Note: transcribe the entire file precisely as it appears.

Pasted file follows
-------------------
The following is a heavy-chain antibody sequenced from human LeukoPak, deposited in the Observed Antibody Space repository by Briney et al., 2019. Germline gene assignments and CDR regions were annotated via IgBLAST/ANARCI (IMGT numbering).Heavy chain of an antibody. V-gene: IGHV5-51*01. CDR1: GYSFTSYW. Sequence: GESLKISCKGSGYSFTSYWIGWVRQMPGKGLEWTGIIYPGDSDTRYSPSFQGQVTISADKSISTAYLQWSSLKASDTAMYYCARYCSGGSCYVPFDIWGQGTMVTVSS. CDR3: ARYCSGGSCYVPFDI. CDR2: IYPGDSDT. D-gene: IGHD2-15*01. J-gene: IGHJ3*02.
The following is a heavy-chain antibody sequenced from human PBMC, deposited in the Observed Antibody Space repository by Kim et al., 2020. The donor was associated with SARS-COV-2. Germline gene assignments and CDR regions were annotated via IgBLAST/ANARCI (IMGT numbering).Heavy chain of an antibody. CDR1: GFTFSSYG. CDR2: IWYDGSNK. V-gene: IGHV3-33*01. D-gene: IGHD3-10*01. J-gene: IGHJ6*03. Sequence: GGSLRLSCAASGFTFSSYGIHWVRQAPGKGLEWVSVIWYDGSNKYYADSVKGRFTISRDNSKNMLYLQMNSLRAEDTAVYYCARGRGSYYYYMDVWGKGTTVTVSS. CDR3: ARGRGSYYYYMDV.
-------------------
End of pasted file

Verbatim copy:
The following is a heavy-chain antibody sequenced from human LeukoPak, deposited in the Observed Antibody Space repository by Briney et al., 2019. Germline gene assignments and CDR regions were annotated via IgBLAST/ANARCI (IMGT numbering).Heavy chain of an antibody. V-gene: IGHV5-51*01. CDR1: GYSFTSYW. Sequence: GESLKISCKGSGYSFTSYWIGWVRQMPGKGLEWTGIIYPGDSDTRYSPSFQGQVTISADKSISTAYLQWSSLKASDTAMYYCARYCSGGSCYVPFDIWGQGTMVTVSS. CDR3: ARYCSGGSCYVPFDI. CDR2: IYPGDSDT. D-gene: IGHD2-15*01. J-gene: IGHJ3*02.
The following is a heavy-chain antibody sequenced from human PBMC, deposited in the Observed Antibody Space repository by Kim et al., 2020. The donor was associated with SARS-COV-2. Germline gene assignments and CDR regions were annotated via IgBLAST/ANARCI (IMGT numbering).Heavy chain of an antibody. CDR1: GFTFSSYG. CDR2: IWYDGSNK. V-gene: IGHV3-33*01. D-gene: IGHD3-10*01. J-gene: IGHJ6*03. Sequence: GGSLRLSCAASGFTFSSYGIHWVRQAPGKGLEWVSVIWYDGSNKYYADSVKGRFTISRDNSKNMLYLQMNSLRAEDTAVYYCARGRGSYYYYMDVWGKGTTVTVSS. CDR3: ARGRGSYYYYMDV.